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School ‘swatting’ incidents lead to ‘ton of consequences’ for those phoning in threats, safety expert says

Schools in Denver, Colorado Springs, Montrose, Delta, Cedaredge, and Alamosa were targeted Monday
Posted: 4:54 PM, Sep 20, 2022
Updated: 2022-09-21 11:41:40-04
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DENVER – Dozens of schools across the nation went on lockdown – including six in Colorado just on Monday alone – following a series of “swatting” incidents that disrupted learning, added to an already heightened sense of anxiety for students and teachers alike, and panicked working parents as fake threats of possible school violence were phoned in to schools over the past week.

At least half-a-dozen schools in Colorado were targeted with unfounded threats of violence, including Denver, Colorado Springs, Montrose, Delta, Cedaredge, and Alamosa. The FBI is now working with local law enforcement to investigate the origin of those calls.

In Commerce City, a student at Adams City High School was detained by police after a gun was found at the school, underscoring the importance of responding quickly to these type of incidents, real or not.

“The threats are extremely upsetting,” said Ken Trump, president of National School Safety and Security Services, a Cleveland-based school safety consulting firm. “Parents, students and educators are already on edge after the Ulvade (school) shooting.”

“Swatting” – the act of calling first responders with a fake emergency to coax them into sending a large police presence to a specific address – can come in large numbers and cross wide geographical areas in a short period of time, Trump said.

Such a thing occurred over the past week, he said, when unfounded threats of violence in schools were reported in Texas, California, Missouri, Florida and Virginia.

“The good news is law enforcement is much more adept at tracking down those digital footprints and eventually the threat makers are going to be caught,” Trump said.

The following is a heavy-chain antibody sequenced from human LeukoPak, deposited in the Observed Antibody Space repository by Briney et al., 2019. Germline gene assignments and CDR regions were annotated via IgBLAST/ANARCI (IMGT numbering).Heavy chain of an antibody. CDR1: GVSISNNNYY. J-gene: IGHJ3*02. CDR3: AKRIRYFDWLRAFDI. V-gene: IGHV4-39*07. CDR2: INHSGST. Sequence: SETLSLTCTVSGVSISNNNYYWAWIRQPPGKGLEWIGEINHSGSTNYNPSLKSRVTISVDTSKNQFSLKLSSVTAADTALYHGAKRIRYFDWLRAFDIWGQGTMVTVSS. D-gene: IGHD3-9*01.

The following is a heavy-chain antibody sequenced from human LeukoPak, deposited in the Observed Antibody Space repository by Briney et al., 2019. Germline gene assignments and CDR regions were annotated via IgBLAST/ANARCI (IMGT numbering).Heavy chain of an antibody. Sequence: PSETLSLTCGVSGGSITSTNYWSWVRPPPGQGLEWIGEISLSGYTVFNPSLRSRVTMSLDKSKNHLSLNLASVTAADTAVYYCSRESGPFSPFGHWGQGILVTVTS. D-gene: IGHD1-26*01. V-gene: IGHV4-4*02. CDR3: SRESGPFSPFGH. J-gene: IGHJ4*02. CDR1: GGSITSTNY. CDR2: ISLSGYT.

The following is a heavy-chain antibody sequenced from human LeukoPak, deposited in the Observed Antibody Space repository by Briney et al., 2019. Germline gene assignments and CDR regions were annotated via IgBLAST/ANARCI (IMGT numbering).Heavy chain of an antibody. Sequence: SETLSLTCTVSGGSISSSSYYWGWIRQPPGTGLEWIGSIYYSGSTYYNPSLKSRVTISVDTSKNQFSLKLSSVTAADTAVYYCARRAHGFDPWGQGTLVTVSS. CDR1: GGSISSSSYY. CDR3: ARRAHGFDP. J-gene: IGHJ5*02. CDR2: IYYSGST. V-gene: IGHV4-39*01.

And it’s not just going to be a slap in the wrist if a student is found to have been responsible for making that call.

“There are a ton of bricks that could fall in terms of consequences,” he said. Such consequences include suspension, expulsion from school and possible criminal prosecution with demands for restitution for the costs incurred by having law enforcement and school officials ramp up security when responding to these threats.

School ‘swatting’ incidents lead to ‘ton of consequences’ for those phoning in threats, safety expert says

While certainly disruptive for the overall learning environment, these incidents have led to schools and local law enforcement officials to test how they respond to these calls, which allows them to see what measures they have in in place, and how effective they are, Trump said.

“The bad news is those with ill intentions can also test the system to see what type of responses occur so that they could potentially plan to work around that if they actually had the intentions to cause harm,” he added.

So what can schools do improve their response and minimize the impact “swatting” calls have on the learning environment?

“Schools need to have threat assessment teams training and protocols in place so that they can hit the ground running with their first responders to evaluate these threats,” Trump said, stressing that schools need to assess and react, not the other way around, as “too many schools automatically evacuate, which could create a target-rich environment or unintended consequences… in some cases, putting kids unintentionally in greater danger and in harm's way.”

A big part of that training should also involve coming up with what Trump called a crisis communications plan – communicating with the community not just via email or through a phone call, but through social media as well so that schools can “provide factual information and reduce the ambiguity and uncertainty and stress in the school community” during these types of emergencies.

He stressed that school administrators have to investigate these “swatting” threats seriously and make sure there are consequences for the culprits. As for parents and educators, he urged them to talk with their kids so they understand that these type of calls are not a prank and will be treated seriously – not just by school officials but by law enforcement as well.

“Young people need to understand that these are not pranks, they’re not jokes – they're a cruel hoax,” Trump said. “It's causing emotional stress even more than potential physical harm, and there are going to be a ton of quick consequences that follow.”